When Dr Suguro was a young intern working in the Fukuoka hospital at the end of the World War II, he was working in a kind of medical environment where expediency and “unfair” resource allocation were prioritised, and where doctors’ Hippocratic Oath was far from their minds, with their professional ethics routinely compromised. As Suguro sees through his care of a hopeless old woman dying or the hospital admittance of a beautiful and well-to-do wife of a naval officer for a “routine” operation, patients are pawns in intricate hospital politics, and the growing indifference towards patients’ fates on the part of doctors soon means there is no limit to actions they were prepared to do because of sheer apathy, mindless obedience and deflation of spirit. Dr Suguro’s hospital’s oppressive environment is laid bare in the book: “No matter how many died, there was such an overflow of patients that as soon as a bed became empty, it would be filled again”; “No doubt it was a time when everybody was on the way out. If a man didn’t breathe his last in the hospital, he might well die that night in an air raid”; [Suguro] had the feeling he was a cog on one of the gear wheels turning here, whose movements he had no way of understanding”[Shūsaku Endō/Michael Gallagher, New Directions, 1958/92: 51, 52, 104].
Thus, Endō starts exploring historical, social and emotive backgrounds of the people involved in the evil deed of performing live vivisections on unsuspecting American soldiers. He is interested in these people’s psychology and now they managed to arrive at that point in their life where they agreed to the unthinkable proposition of being part of the cruel experiment. Internally desperate and haunted by traumatic past, lonely Nurse Ueda is only too willing to be part of any experiment to keep her place at work and “to get even” with the German wife of Dr Hashimoto, who is performing the experiment (just so to know something that his wife does not), and intern Toda, who looks back on his own past, where he committed many immoral actions, is only shocked at his own complete indifference about the forthcoming operation. He even lectures Suguro on how doctors should behave: “sweetness and sentimentality are forbidden luxuries for a doctor…doctors aren’t saints. They want to be successful. They want to become full professors. And when they want to try out new techniques, they don’t limit their experiments to monkeys and dogs. Suguro, this is the world, and you ought to take a closer look at it” [Endō/Gallagher, New Directions, 1958/92: 50]. Then, it is only intern Suguro who feels most uncomfortable about the procedure of cutting and murdering American prisoners. However, ultimately, peer pressure, his cowardice and internal numbness prevent him from voicing real concerns. Suguro only wanted in life what was the most ordinary, but an ordinary life is the height of luxury in time of want, war and death.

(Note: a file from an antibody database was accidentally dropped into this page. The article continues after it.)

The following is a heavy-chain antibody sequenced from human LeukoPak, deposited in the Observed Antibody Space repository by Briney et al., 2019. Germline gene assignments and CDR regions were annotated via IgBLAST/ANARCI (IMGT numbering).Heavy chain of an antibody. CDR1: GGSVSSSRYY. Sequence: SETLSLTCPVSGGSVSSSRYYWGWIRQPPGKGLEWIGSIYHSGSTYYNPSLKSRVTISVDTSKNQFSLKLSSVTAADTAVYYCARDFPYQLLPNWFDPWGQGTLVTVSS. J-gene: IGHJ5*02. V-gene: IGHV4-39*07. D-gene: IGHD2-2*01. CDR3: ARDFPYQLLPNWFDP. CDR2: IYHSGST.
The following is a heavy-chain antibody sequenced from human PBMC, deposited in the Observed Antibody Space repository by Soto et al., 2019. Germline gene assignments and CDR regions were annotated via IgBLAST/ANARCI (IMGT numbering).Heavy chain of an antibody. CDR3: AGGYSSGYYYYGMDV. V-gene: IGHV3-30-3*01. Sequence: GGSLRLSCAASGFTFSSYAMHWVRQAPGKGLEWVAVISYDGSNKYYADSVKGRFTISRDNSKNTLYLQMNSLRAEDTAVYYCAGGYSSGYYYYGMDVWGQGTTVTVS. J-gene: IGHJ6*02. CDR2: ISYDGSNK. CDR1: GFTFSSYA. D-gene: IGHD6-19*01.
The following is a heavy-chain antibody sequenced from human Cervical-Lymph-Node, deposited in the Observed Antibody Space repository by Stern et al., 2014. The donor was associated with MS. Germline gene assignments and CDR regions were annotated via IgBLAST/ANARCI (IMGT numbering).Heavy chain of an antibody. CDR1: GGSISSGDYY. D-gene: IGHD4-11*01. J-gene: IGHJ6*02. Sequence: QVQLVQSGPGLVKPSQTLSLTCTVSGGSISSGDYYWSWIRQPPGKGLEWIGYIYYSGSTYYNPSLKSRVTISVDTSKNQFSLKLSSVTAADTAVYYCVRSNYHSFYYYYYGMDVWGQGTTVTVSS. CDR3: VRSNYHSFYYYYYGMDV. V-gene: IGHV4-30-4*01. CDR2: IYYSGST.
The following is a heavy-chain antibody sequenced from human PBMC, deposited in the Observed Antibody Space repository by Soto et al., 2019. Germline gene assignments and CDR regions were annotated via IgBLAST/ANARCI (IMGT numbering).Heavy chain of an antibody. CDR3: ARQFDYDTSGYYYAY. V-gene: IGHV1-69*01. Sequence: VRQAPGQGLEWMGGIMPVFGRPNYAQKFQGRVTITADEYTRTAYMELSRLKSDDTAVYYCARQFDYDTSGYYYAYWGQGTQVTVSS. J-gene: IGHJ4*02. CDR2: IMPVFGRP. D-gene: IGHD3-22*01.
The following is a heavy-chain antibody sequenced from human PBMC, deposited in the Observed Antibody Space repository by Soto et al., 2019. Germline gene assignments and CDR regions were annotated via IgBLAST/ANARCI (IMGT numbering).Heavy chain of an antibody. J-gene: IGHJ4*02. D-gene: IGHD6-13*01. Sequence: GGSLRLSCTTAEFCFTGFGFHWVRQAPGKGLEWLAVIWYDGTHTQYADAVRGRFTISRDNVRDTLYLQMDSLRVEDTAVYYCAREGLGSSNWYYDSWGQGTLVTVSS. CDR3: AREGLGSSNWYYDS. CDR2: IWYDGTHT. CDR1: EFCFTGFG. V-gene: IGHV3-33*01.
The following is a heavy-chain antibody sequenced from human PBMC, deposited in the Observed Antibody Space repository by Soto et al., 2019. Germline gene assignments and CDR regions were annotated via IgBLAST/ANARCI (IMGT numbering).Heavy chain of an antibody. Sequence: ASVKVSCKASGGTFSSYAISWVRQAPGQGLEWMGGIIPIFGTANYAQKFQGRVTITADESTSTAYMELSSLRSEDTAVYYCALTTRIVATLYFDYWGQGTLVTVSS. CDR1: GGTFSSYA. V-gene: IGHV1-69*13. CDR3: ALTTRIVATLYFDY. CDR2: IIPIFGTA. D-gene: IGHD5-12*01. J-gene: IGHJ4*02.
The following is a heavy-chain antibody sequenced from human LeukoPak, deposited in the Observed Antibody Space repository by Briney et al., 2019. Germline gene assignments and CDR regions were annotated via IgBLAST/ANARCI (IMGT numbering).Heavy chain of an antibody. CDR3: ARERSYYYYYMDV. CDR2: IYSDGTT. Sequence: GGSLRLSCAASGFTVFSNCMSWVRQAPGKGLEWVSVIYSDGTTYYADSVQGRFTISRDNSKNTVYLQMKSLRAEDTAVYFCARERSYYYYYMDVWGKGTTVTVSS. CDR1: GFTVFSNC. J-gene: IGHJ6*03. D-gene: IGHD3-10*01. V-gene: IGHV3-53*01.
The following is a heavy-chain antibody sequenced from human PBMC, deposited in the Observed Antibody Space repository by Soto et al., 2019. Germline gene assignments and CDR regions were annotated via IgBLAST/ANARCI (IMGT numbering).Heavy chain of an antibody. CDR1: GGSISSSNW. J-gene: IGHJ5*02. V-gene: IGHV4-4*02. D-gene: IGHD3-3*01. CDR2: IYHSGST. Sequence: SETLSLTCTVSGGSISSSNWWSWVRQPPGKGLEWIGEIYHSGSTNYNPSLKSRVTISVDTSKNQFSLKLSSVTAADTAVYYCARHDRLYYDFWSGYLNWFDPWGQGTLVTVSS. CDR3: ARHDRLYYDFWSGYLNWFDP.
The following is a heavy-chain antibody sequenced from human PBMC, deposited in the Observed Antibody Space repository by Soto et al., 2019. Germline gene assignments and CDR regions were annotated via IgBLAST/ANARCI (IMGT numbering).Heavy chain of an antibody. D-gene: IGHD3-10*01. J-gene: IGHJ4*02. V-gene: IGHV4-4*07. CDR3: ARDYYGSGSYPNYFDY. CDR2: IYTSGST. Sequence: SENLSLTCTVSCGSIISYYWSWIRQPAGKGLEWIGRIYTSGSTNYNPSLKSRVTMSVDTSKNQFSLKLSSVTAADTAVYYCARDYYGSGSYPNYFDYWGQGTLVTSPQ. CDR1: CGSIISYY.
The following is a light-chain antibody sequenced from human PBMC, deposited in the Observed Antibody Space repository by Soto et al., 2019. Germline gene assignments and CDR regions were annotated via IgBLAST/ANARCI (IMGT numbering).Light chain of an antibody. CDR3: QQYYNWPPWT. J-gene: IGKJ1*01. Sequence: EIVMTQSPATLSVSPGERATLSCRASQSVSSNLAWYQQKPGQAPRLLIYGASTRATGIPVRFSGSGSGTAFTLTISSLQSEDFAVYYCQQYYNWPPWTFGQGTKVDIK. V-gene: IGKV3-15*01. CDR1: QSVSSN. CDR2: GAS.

As Endō’s acclaimed book Silence , The Sea and Poison demonstrates that evil is not what it may seem, and as perfection is not an act, but a habit (Aristotle), so evil and inhumanity are not just spur-of-the-moment acts, but states that can grow insidiously and quietly in a person or group until they finally show themselves through one horrifying act. Thus, it is important to cultivate everywhere the conditions and states of kindness, empathy and understanding.
The Sea and Poison is a disquieting story that builds in intensity, but it is also an enlightening and courageous book in many ways, not least because it shed light on one important topic many Japanese must have been very uncomfortable reading so soon after the end of the World War II.